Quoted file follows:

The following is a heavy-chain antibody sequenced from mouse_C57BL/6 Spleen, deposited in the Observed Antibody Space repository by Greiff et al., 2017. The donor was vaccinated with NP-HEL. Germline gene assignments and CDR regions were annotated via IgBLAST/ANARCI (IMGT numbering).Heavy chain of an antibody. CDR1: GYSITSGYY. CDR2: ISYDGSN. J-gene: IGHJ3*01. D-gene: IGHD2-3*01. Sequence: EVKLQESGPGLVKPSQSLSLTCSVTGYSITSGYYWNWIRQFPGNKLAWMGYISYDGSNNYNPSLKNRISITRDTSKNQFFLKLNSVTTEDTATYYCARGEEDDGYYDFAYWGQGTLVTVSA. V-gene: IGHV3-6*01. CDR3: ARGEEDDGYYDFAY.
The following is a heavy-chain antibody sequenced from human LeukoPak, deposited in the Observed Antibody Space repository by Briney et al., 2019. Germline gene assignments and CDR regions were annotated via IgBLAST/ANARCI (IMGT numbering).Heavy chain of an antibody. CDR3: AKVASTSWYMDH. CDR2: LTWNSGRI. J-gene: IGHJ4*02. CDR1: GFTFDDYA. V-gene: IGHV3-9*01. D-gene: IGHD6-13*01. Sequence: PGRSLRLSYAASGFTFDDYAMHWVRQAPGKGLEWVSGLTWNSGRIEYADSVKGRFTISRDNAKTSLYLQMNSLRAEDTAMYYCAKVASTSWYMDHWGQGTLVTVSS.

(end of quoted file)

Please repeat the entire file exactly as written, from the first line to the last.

The following is a heavy-chain antibody sequenced from mouse_C57BL/6 Spleen, deposited in the Observed Antibody Space repository by Greiff et al., 2017. The donor was vaccinated with NP-HEL. Germline gene assignments and CDR regions were annotated via IgBLAST/ANARCI (IMGT numbering).Heavy chain of an antibody. CDR1: GYSITSGYY. CDR2: ISYDGSN. J-gene: IGHJ3*01. D-gene: IGHD2-3*01. Sequence: EVKLQESGPGLVKPSQSLSLTCSVTGYSITSGYYWNWIRQFPGNKLAWMGYISYDGSNNYNPSLKNRISITRDTSKNQFFLKLNSVTTEDTATYYCARGEEDDGYYDFAYWGQGTLVTVSA. V-gene: IGHV3-6*01. CDR3: ARGEEDDGYYDFAY.
The following is a heavy-chain antibody sequenced from human LeukoPak, deposited in the Observed Antibody Space repository by Briney et al., 2019. Germline gene assignments and CDR regions were annotated via IgBLAST/ANARCI (IMGT numbering).Heavy chain of an antibody. CDR3: AKVASTSWYMDH. CDR2: LTWNSGRI. J-gene: IGHJ4*02. CDR1: GFTFDDYA. V-gene: IGHV3-9*01. D-gene: IGHD6-13*01. Sequence: PGRSLRLSYAASGFTFDDYAMHWVRQAPGKGLEWVSGLTWNSGRIEYADSVKGRFTISRDNAKTSLYLQMNSLRAEDTAMYYCAKVASTSWYMDHWGQGTLVTVSS.